(1) Background: Even though music therapy is acknowledged to have positive benefits in neurology, there is still a lack of knowledge in the literature about the applicability of music treatments in clinical practice with a neurological population using wearable devices. (2) Methods: a [...] Read more.
(1) Background: Even though music therapy is acknowledged to have positive benefits in neurology, there is still a lack of knowledge in the literature about the applicability of music treatments in clinical practice with a neurological population using wearable devices. (2) Methods: a systematic review was conducted following PRISMA 2020 guidelines on the 29 October 2022, searching in five databases: PubMed, PEDro, Medline, Web of Science, and Science Direct. (3) Results: A total of 2964 articles were found, including 413 from PubMed, 248 from Web of Science, 2110 from Science Direct, 163 from Medline, and none from PEDro. Duplicate entries, of which there were 1262, were eliminated. In the first screening phase, 1702 papers were screened for title and abstract. Subsequently, 1667 papers were removed, based on population, duplicate, outcome, and poor study design. Only 15 studies were considered after 35 papers had their full texts verified. Results showed significant values of spatiotemporal gait parameters in music-based therapy rhythmic auditory stimulation (RAS), including speed, stride length, cadence, and ROM. (4) Conclusions: The current findings confirm the value of music-based therapy RAS as a favorable and effective tool to implement in the health care system for the rehabilitation of patients with movement disorders. Full article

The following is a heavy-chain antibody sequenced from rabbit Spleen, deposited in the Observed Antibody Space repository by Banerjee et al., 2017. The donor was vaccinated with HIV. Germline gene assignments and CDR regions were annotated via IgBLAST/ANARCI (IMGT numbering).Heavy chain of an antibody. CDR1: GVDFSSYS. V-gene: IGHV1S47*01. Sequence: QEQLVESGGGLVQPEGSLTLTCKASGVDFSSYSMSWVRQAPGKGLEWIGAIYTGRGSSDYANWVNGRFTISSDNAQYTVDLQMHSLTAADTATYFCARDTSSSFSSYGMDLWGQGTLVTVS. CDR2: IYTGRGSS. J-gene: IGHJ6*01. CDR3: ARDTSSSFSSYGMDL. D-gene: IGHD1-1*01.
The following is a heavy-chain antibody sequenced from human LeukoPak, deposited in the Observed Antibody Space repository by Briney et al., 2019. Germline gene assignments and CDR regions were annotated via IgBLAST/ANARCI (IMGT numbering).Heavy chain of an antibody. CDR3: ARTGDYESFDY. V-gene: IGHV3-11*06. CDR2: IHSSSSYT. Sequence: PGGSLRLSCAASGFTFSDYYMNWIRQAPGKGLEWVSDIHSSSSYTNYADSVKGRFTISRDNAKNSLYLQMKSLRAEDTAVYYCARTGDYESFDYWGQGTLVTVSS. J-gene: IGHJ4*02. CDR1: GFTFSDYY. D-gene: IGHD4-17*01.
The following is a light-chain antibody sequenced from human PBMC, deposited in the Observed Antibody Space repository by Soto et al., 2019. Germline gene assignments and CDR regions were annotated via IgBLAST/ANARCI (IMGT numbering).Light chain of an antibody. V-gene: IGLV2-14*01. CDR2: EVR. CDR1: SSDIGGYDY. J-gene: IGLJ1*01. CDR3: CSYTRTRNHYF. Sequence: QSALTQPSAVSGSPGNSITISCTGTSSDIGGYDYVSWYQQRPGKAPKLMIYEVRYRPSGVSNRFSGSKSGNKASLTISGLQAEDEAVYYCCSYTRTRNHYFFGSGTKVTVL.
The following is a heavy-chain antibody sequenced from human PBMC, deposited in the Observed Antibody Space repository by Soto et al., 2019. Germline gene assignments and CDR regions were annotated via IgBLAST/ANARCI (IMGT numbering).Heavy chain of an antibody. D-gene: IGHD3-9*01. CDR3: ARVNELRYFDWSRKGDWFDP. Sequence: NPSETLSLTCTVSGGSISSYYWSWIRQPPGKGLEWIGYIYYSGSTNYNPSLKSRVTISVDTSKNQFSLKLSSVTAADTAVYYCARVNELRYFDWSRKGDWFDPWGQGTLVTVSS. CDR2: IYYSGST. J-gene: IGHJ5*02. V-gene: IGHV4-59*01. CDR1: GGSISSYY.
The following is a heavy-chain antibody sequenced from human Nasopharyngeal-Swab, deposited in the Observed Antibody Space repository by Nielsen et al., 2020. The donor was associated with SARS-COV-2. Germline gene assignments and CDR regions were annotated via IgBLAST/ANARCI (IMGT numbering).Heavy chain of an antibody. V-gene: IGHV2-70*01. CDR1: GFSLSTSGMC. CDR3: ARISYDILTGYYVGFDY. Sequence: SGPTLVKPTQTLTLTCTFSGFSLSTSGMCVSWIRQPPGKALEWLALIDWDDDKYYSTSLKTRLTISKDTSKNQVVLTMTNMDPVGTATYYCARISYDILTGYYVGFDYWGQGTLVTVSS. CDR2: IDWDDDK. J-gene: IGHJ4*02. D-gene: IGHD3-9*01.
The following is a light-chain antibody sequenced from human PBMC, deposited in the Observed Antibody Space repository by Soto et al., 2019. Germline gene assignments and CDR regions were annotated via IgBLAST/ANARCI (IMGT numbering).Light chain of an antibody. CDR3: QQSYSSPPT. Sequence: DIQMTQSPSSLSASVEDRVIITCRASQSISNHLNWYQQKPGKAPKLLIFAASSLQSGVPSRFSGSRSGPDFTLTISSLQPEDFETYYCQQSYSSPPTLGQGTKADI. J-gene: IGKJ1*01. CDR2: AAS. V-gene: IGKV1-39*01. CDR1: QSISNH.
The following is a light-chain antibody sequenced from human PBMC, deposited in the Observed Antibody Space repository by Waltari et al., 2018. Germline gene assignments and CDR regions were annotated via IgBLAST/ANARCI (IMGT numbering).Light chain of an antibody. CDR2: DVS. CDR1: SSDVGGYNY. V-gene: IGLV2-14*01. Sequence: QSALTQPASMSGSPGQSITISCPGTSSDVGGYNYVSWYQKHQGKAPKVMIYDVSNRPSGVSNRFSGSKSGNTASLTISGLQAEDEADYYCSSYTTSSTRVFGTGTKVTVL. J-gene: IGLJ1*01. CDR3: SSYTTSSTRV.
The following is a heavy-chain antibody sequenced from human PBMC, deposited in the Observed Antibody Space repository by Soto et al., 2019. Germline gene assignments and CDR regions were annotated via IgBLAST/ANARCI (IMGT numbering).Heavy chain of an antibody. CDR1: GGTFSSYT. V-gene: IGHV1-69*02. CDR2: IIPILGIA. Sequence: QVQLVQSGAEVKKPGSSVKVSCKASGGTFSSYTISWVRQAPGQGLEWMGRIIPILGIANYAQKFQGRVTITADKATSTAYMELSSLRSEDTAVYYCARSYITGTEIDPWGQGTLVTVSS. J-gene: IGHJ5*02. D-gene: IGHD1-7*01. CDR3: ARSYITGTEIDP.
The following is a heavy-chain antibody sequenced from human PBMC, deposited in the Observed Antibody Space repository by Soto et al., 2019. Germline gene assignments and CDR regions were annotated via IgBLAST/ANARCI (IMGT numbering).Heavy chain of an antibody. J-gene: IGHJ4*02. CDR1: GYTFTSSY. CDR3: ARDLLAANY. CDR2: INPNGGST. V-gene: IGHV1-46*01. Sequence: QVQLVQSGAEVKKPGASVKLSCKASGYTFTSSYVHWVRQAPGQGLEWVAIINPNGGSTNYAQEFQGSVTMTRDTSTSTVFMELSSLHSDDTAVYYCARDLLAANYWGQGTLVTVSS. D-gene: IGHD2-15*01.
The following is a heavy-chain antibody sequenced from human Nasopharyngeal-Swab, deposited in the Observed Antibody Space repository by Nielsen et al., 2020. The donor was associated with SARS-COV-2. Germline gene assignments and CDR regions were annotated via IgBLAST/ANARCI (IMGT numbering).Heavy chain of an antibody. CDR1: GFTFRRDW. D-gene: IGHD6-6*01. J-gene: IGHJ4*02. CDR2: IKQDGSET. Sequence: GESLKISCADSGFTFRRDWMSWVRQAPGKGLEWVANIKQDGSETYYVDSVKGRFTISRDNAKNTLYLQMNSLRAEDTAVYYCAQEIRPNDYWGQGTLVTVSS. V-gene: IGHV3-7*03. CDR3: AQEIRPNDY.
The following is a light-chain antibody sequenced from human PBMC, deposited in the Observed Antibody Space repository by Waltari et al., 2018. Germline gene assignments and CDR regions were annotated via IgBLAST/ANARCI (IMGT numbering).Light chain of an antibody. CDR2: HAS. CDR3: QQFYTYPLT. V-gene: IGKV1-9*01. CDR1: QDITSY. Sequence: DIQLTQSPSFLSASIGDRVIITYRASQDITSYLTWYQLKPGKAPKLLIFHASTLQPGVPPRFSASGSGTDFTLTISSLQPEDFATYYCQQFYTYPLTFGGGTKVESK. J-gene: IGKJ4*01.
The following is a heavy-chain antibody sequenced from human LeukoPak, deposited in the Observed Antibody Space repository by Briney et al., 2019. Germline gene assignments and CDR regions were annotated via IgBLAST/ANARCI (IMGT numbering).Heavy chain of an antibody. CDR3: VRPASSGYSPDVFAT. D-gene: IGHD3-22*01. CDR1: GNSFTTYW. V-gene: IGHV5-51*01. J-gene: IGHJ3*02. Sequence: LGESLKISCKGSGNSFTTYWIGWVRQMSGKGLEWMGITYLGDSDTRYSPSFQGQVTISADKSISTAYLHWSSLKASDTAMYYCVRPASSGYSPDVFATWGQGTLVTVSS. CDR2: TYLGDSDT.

(This article belongs to the Special Issue Human-Centered Solutions for Ambient Assisted Living)